What's The Biggest Lesson You've Learned From The Pandemic?
The pandemic isn't over yet, but there have been many takeaways.
For many of us – pandemic life meant staying away from people we love and our favorite restaurants, and working from home.
Nearly a year and a half later, the pandemic continues...But there have been many takeaways...And we decided it was time to reflect.
Newsy put out a call out on Facebook and Instagram, asking: what's the biggest lesson you've learned from the pandemic?
We got dozens of responses...So I decided to reach out to a few of them.
"Yours was one of the more positive comments, you wrote: 'To enjoy life and not take the people you love for granted. They may not be here for long.' Why did you decide to post that?"
"During the pandemic, you know, we were all isolated and we didn't get to go see our older relatives or even any relatives," Kimberly Benjamin said.
Like a lot of us – Kimberly Benjamin stayed home for most of the pandemic and really only left to go to the grocery store.
"While we were in the pandemic, I realized, you know, the most important thing in life is the people around you, your family and your friends," Benjamin said.
Sandoval asked another commenter: "For your comment, you wrote: 'flexibility.' Can you kind of explain why you posted that?"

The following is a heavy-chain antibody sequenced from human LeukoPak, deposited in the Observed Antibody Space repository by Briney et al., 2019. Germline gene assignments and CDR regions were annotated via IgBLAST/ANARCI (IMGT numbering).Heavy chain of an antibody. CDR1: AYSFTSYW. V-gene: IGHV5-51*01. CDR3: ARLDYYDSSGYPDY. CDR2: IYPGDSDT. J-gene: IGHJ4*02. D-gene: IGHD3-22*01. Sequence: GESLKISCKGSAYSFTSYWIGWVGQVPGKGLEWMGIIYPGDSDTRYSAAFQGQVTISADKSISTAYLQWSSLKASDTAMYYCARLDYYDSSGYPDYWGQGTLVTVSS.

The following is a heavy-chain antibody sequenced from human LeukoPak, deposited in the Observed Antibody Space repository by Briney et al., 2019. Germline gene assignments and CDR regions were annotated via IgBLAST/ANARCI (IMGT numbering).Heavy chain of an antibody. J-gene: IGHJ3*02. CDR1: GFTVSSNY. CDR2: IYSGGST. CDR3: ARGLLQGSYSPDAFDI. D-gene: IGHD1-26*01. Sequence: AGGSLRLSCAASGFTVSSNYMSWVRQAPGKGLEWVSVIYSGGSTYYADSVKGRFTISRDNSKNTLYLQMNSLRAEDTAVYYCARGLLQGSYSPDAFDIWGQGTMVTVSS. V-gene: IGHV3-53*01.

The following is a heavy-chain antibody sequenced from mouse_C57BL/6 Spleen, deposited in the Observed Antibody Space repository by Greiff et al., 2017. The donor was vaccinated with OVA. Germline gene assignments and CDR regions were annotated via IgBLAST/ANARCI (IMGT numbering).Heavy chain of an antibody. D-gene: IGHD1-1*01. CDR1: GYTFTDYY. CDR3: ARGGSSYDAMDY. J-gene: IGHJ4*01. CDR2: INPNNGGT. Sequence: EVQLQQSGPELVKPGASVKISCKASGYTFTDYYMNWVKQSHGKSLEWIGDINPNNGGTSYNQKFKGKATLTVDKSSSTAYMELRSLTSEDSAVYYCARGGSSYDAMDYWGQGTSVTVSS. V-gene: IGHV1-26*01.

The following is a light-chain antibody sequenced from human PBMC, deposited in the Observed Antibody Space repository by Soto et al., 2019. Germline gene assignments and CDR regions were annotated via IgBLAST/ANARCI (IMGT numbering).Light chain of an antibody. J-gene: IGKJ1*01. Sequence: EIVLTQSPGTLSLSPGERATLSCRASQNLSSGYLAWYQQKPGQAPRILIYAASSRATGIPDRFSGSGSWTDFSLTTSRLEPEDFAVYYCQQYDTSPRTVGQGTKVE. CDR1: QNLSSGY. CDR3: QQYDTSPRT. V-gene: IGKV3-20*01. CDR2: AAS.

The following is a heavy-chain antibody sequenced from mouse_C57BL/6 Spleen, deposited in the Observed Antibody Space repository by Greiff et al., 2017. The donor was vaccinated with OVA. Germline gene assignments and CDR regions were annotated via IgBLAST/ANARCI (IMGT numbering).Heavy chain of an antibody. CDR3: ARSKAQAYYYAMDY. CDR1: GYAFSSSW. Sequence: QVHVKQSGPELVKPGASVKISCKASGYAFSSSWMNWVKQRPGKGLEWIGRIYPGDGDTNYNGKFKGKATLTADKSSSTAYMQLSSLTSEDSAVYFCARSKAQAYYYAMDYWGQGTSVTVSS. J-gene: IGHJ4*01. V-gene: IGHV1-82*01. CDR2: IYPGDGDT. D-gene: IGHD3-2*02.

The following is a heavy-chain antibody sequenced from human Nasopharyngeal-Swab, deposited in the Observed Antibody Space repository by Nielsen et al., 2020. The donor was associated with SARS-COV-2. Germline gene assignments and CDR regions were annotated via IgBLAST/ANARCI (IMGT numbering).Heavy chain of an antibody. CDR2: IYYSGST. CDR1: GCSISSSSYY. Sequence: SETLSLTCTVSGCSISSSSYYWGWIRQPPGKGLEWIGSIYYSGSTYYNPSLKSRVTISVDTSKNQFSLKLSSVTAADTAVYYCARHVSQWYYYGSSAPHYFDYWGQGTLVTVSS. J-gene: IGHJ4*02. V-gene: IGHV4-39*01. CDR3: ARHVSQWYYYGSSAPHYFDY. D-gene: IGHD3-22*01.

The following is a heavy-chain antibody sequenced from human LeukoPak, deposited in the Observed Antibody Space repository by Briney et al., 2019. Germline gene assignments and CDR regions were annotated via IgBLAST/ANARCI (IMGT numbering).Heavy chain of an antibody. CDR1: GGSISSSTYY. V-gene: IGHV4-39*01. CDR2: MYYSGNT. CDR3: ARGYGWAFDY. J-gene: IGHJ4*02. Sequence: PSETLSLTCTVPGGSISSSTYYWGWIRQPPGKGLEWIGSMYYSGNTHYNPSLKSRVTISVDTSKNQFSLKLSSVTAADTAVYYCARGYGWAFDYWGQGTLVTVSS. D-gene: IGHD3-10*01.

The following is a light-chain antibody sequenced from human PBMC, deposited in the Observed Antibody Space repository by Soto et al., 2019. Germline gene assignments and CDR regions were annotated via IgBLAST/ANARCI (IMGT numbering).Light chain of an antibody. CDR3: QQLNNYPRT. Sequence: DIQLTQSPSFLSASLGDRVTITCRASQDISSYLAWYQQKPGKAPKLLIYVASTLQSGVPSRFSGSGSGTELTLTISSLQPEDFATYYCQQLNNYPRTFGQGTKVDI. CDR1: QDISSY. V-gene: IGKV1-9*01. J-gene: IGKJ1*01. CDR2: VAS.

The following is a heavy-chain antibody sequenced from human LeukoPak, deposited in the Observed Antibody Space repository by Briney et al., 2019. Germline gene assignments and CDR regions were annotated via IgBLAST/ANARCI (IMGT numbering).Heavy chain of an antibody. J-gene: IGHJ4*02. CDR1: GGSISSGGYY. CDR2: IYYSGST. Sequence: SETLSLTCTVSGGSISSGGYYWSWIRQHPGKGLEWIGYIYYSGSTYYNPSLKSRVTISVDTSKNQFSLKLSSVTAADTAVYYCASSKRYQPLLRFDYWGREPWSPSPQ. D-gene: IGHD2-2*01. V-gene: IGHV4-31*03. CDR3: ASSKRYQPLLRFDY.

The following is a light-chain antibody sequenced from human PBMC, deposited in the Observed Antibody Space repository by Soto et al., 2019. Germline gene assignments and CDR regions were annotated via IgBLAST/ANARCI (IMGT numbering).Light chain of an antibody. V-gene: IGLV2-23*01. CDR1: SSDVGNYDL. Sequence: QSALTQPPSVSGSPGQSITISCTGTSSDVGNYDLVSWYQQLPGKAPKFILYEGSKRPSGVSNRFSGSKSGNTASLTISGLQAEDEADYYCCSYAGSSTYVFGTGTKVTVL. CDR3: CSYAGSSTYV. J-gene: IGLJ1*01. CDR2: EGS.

"The COVID restrictions opened up when I was out of the country," Ashlee White said. "I'm from the U.S., and I got stuck in a different country for about two months. And I just remember saying, 'I just have to be flexible. I'm just going to roll with it.'"
She also owns several small businesses, including one that relies on community events.
"As you know, lots of events, including big events, were canceled. So that took a huge impact on my business," White said. "So that's really what the pandemic taught me, is just be flexible because there's a lot of things that are just not in our control."
"What's the biggest thing that you've learned during the pandemic?," Sandoval asked Siedah Holmes from North Carolina.
"The biggest thing that I learned were a few things kind of like wrapped up into one really about slowing down and appreciating and valuing the time that you have with people," Holmes replied.
"How are you staying positive during all of this?"
"We have choices, I always tell people, you have choices," Holmes said. "You can choose to be happy or you can choose to be upset and mad. So every day before I go to bed or before I finish doing whatever I'm doing, I'm going to pull out that positive because that's what we have."
The pandemic isn't over yet, but the lessons learned will stick forever.
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